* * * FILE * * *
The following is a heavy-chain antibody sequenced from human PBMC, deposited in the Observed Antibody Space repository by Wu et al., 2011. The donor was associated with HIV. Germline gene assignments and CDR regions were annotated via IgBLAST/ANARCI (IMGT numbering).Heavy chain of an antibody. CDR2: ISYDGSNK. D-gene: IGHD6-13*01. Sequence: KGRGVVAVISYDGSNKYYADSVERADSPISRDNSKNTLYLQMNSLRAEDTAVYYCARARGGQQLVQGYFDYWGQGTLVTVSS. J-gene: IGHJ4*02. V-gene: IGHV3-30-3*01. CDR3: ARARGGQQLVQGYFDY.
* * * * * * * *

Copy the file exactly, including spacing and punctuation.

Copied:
The following is a heavy-chain antibody sequenced from human PBMC, deposited in the Observed Antibody Space repository by Wu et al., 2011. The donor was associated with HIV. Germline gene assignments and CDR regions were annotated via IgBLAST/ANARCI (IMGT numbering).Heavy chain of an antibody. CDR2: ISYDGSNK. D-gene: IGHD6-13*01. Sequence: KGRGVVAVISYDGSNKYYADSVERADSPISRDNSKNTLYLQMNSLRAEDTAVYYCARARGGQQLVQGYFDYWGQGTLVTVSS. J-gene: IGHJ4*02. V-gene: IGHV3-30-3*01. CDR3: ARARGGQQLVQGYFDY.